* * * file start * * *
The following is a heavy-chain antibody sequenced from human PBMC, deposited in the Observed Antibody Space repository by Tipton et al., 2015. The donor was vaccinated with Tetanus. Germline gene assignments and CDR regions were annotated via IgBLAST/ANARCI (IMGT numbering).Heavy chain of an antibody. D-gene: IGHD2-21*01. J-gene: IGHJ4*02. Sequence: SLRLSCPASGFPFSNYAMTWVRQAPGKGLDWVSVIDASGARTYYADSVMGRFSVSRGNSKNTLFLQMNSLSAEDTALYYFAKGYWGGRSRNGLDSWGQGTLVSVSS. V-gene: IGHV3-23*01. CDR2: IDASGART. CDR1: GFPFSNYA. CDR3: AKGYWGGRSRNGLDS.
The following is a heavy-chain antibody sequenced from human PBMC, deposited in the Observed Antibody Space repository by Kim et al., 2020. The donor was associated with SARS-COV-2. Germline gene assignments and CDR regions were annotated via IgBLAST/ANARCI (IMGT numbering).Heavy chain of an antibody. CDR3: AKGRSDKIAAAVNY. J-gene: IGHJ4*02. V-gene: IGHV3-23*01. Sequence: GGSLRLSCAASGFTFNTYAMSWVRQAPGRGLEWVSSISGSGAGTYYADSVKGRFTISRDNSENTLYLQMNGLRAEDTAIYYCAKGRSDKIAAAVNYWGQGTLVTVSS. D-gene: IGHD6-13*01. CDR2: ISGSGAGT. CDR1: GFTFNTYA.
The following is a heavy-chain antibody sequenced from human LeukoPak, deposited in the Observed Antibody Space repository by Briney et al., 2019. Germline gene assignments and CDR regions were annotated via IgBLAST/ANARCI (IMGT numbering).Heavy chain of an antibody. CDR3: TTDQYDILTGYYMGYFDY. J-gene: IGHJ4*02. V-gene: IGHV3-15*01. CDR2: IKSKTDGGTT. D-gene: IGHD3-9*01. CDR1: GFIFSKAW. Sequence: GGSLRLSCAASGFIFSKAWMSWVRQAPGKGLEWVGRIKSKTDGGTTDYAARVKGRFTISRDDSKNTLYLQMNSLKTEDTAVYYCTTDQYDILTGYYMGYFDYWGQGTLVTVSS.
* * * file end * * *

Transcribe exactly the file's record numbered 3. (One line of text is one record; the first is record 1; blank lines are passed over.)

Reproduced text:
The following is a heavy-chain antibody sequenced from human LeukoPak, deposited in the Observed Antibody Space repository by Briney et al., 2019. Germline gene assignments and CDR regions were annotated via IgBLAST/ANARCI (IMGT numbering).Heavy chain of an antibody. CDR3: TTDQYDILTGYYMGYFDY. J-gene: IGHJ4*02. V-gene: IGHV3-15*01. CDR2: IKSKTDGGTT. D-gene: IGHD3-9*01. CDR1: GFIFSKAW. Sequence: GGSLRLSCAASGFIFSKAWMSWVRQAPGKGLEWVGRIKSKTDGGTTDYAARVKGRFTISRDDSKNTLYLQMNSLKTEDTAVYYCTTDQYDILTGYYMGYFDYWGQGTLVTVSS.